Define a Good Woman
My doctor’s tell me I’m depressed because I’m chronically ill. My mother says I’m chronically ill because I’m depressed. My father doesn’t believe — or acknowledge — my depression. You’re just tired, he says. My husband acknowledges my depression too much. Bad day, he says holding my hand, rubbing my back, poking and prodding my tightened muscles, searching for any signs of life.
Wilma Flintstone washes dishes made of stone with water that shoots from a mammoth’s blue trunk. She never questions the amount of nose-dew she spreads on her plates, cups, and knives. Doesn’t acknowledge the “ow” that escapes the mammoth when she tugs on his nose too hard. She’s a housewife, and the last thing she needs is to acknowledge that her appliances have feelings.
I think I’ll die in this bed. Not today, but someday, wrapped in fleece sheets covered in Canadian Geese.
Wilma was supposed to have a baby boy during season three of The Flintstones until someone came up with the ideal Flintstone toy for little girls. Imagine Fred’s surprise to find Wilma in the baby’s room, packing three paychecks worth of clothes and toys.
My husband believes my body is made of glass. The slightest touch or harsh word will cause me to splinter and shatter. I tell him I am the rubber stick of a hot glue gun. I bend over toilets, straighten as doctors prescribe new treatments. My body melts when being pushed through MRI machines and wheelchairs, until I’m unrecognizable and adhering to the nearest surface.
Wilma doesn’t know her best friend and neighbor, Betty Rubble, will adopt a baby boy one season after Fred returns the items meant for their son.
My father finds me in bed when he and my mother come to visit. He asks if I’m coming downstairs. I tell him I can’t. I have a fever. My legs are swollen. My bones are at war with every muscle in my body. He closes the door. I hear him go downstairs, tell my mother that I’m sleeping.
Wilma complains to Fred that the garbage disposal is broken. She balances their sleeping daughter, Pebbles, on her hip, vacuums with one foot, irons with her free hand. In a minute, says Fred, rubbing his hands together and smacking his lips, his ritual before devouring his Bronto Burger. Wilma rolls her eyes. Pebbles wakes and starts to cry.
My husband and I link arms in the park and I don’t shrink away from his touch. I rub my nose into his arm. He laughs and kisses my forehead. We are in college again. In love again.
For date night, Fred takes Wilma bowling. At first, she crosses her legs and pouts, complains Fred never thinks about her and what she likes. Oh Fred, she says when he asks if she’s having fun. Before Fred apologizes, before Wilma asks Fred if he knows what he’s apologizing for, Mr. Slate — Fred’s boss — laughs. That’s all it takes to send Wilma into a rage, nobody laughs at her Fred. She grabs his stone ball, tiptoes just like Fred taught her, and releases. Strike, she says and smirks at Mr. Slate. She picks up Fred, flings him over her shoulder. Makes him promise to take her dancing next time.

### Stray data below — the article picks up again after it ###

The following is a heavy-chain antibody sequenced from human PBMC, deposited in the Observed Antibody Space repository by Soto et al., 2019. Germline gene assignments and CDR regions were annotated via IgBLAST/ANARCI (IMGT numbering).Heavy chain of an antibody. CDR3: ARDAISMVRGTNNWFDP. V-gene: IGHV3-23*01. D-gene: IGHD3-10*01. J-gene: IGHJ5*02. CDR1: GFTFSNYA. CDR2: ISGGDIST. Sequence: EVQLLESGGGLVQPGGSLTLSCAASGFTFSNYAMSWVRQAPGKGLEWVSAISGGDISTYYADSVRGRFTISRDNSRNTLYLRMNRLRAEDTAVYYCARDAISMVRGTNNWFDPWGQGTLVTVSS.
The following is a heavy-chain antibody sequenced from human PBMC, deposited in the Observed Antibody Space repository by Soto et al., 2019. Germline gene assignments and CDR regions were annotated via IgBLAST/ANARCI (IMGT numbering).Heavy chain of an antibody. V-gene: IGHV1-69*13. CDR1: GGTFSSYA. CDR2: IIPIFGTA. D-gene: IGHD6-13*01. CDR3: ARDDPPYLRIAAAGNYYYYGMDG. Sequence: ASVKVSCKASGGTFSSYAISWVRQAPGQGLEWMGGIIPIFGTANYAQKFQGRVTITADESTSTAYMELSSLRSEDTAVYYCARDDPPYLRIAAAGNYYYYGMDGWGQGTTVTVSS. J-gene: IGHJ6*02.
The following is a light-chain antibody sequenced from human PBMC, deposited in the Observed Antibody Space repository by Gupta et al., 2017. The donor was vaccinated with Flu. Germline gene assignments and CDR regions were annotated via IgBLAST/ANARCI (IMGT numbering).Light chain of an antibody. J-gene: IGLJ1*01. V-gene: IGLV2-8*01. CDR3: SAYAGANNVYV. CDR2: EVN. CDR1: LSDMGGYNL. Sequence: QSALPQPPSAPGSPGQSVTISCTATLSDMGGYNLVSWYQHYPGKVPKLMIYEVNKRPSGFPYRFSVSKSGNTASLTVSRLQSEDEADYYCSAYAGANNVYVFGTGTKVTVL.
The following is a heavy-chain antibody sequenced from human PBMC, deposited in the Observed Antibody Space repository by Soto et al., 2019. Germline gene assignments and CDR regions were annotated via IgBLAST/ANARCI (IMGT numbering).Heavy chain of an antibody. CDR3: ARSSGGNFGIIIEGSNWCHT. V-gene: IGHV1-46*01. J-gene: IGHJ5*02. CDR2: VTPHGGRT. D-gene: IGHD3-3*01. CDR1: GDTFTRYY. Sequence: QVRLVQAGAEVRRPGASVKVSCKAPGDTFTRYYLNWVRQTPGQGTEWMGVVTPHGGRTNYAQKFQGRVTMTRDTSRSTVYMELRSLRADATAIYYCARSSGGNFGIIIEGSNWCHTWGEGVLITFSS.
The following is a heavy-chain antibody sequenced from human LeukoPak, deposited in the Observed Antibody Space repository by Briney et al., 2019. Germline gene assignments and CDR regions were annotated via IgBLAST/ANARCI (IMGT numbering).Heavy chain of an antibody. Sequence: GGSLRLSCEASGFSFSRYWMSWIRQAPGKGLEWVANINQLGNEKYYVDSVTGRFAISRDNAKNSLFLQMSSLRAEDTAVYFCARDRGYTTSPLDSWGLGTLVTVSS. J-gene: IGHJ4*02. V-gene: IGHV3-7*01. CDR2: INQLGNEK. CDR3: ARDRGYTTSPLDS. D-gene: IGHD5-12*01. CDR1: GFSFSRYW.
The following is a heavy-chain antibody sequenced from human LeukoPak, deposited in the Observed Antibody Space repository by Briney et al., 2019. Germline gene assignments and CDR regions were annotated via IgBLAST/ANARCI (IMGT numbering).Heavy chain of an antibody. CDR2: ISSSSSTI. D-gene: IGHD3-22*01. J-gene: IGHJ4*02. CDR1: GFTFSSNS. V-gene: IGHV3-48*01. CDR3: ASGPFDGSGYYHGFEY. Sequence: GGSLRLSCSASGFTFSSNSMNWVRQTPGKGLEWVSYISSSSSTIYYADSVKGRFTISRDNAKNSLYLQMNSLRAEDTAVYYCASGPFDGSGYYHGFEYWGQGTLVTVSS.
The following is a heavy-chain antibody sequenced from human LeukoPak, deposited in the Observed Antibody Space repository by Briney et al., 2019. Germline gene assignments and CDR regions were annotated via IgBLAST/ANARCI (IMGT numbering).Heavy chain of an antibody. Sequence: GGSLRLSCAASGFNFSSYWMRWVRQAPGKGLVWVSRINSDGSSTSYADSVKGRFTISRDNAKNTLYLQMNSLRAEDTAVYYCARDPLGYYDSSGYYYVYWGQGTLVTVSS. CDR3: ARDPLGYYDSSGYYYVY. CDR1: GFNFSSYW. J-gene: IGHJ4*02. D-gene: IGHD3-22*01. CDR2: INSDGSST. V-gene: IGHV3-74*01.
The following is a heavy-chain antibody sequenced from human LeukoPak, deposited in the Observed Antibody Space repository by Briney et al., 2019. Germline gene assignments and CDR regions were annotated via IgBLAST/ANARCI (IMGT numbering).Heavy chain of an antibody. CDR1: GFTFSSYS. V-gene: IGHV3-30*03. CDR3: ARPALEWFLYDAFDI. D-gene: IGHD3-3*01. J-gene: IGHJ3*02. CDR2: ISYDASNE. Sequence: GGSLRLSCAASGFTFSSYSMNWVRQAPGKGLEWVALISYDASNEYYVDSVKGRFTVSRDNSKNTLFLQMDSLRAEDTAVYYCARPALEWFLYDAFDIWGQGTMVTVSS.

My mother sits on the edge of my bed and tells me I have a good man. I tell her I know, and I do know, just like I know I’m not a good woman.
Fred exchanges the old garbage disposal for a new one. Wilma kisses his cheek. Pebbles claps and Dino barks, running circles around the whole family. Everyone laughs. The credits play. No one talks about what happens to the now homeless pigasaurus — a purple pig with tusks, black spots, and purple spines running down his back — that’s been eating the Flintstone’s trash for years.
I imagine another woman. How she fills a room with her scent — sometimes pine or bacon. Burning leaves would be her favorite scent. My husband’s favorite scent. My imaginary woman wouldn’t calculate how long to laugh at a joke, edit her response to are you okay? She just knows things. She knows she is the imaginary woman. Knows how to love my husband, be the daughter my parents miss. She knows I’m upstairs imagining her. My imaginary woman knows that the strength to leave this bed will never find me, that I’ll only burrow deeper under the covers.
Fred and Wilma Flintstone are one of the first television couples to sleep in the same bed. If you ask Fred, he’ll say they were the first animated couple to do so. Take that Jetson! Wilma giggles her signature giggle knowing her husband’s secret. That he can only sleep when they’re cuddled up together, his arm wrapped around her waist. He knows when she’s having a nightmare by the way her body curves and clenches. During those moments, she feels his arm tighten around her, feels his lips find her in the dark.
I have settled on a life where I live in this bed. Where my husband crawls in and asks can I touch you? I love the sound of his voice in the dark, how it seeps into my skin. No I say, because his voice isn’t enough. Just let me look at you. We stare at one another until he tells me about his day. Until I tell him I’m sure my father will never understand. How my mother does but doesn’t know what to do. I feel his fingers brush against mine. The small why that slips from his lips when I pull away. I can’t I say. I see my husband’s face in the dark. His skin a sheath pulled over bone, eyes searching for a version of me that is trapped in bed springs. Trapped in something no one can name but keeps me confined to a room with no locks.
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